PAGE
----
MILWAUKEE (AP) — A special prosecutor on Friday declined to charge three Milwaukee police officers in whose custody a suspect died in 2011, saying there wasn't enough evidence to prove a case beyond a reasonable doubt.
Derek Williams, 22, died after gasping for air in the back of a squad car in July 2011. He pleaded with the officers to roll down a window and call an ambulance but one unidentified officer responded, "Nope, you're talking to me, you're just playing games," according to a transcript of the squad-car video.
Last month an inquest jury found probable cause to support charges against the three officers of failure to render aid. But special prosecutor John Franke said he could only have brought criminal charges if he were confident he could meet the higher standard of proving guilt beyond a reasonable doubt.
Specifically, he would have had to prove beyond a reasonable doubt that the officers believed medical attention was needed and that they knew the failure to obtain aid was causing bodily harm, he wrote in a 33-page report released Friday.
"The evidence is clearly insufficient to satisfy that burden of proof as to any one of these three officers," Franke said.
He did not immediately return a message left Friday by The Associated Press.
The officers — Jason Bleichwehl, Jeffrey Cline and Richard Ticcioni — declined to testify during the inquest, citing their Fifth Amendment right against self-incrimination. Other officers testified that they thought Williams was faking.
The lawyers for Bleichwehl and Ticcioni did not immediately return messages Friday. Cline's attorney, Bridget Boyle, said her client was upset about Williams's death but not criminally liable.
"Milwaukee police officers are not taught how to identify who has sickle-cell trait or how to assess people for sickle-cell trait," she said. "This is an unfortunate, unfortunate circumstance but I think the right decision was made by Franke."
The medical examiner's office initially ruled Williams' death natural. But the Milwaukee Journal Sentinel later obtained the squad-car video — which shows Williams pleading for help from the back seat for nearly eight minutes and growing progressively weaker until he collapses on his side — the medical examiner's office changed the manner of death to homicide.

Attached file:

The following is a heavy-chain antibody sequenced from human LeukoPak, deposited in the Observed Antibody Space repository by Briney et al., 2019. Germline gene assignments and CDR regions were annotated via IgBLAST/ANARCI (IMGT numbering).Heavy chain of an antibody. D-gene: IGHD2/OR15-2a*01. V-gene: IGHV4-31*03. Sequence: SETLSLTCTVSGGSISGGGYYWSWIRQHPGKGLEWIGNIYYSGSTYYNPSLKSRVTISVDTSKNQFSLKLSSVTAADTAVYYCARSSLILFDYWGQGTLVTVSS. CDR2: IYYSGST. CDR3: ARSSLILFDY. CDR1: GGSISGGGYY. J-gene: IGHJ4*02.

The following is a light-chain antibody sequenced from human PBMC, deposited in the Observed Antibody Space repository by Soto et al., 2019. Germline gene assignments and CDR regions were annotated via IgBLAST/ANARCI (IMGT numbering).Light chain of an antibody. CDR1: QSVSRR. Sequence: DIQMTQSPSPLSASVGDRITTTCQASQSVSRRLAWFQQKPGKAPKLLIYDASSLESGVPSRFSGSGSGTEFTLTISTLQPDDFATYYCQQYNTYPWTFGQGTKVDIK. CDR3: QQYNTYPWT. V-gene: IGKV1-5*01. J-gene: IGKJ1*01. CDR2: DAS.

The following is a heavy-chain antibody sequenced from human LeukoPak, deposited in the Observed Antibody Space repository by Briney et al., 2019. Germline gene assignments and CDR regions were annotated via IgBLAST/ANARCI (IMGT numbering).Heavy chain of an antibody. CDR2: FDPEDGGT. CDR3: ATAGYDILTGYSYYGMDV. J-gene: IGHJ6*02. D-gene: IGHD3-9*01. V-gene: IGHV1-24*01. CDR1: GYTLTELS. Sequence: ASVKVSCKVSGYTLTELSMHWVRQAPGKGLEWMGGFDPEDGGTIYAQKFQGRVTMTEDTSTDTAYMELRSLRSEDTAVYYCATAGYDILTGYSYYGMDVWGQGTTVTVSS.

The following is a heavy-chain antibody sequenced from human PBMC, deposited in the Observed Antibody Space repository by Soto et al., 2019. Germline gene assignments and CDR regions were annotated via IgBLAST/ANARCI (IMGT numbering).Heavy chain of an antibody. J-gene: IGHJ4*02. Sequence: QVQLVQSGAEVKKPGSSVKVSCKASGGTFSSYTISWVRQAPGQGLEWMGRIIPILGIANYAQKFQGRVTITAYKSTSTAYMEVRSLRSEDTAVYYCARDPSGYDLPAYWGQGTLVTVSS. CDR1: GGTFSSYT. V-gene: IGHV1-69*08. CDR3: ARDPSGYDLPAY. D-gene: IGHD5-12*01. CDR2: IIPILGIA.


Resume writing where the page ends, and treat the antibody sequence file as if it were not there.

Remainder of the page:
Milwaukee County District Attorney John Chisholm, who initially concluded that police had done nothing wrong, asked Franke, a private attorney, to serve as the special prosecutor.
In his closing statement to the inquest jury, Franke presented arguments both in favor of charges and against charges. On one hand, he said, half a dozen neighbors testified that they heard Williams repeatedly saying he couldn't breathe as he was arrested and taken to the squad car. On the other hand, the officers eventually performed CPR and called paramedics, Franke said.
Franke earlier decided against asking the inquest jury to consider felony charges against the officers because of the complexity of the medical evidence and lingering uncertainty about why Williams died.
The inquest jury found probable cause that Williams — who had a genetic marker for sickle cell but not the disease itself — died of sickle-cell crisis.
Williams was arrested after running about a block and a half. He had been released from jail earlier in the day, where he had been held for unpaid tickets. Nothing in the jail records indicated any medical problem, and family members who'd had regular contact with Williams prior to his death didn't see or hear anything that suggested any medical issues, Franke's report said.
The officers could still face federal criminal charges. The U.S. Attorney's office in Milwaukee has not ruled out charging the three officers, and the U.S. Department of Justice is considering whether to sue the Milwaukee Police Department over a possible pattern of civil rights abuses.
"A decision has not been made," U.S. Attorney James Santelle said. "I can tell you there's nothing imminent right now."
Dinesh Ramde can be reached at dramde(at)ap.org.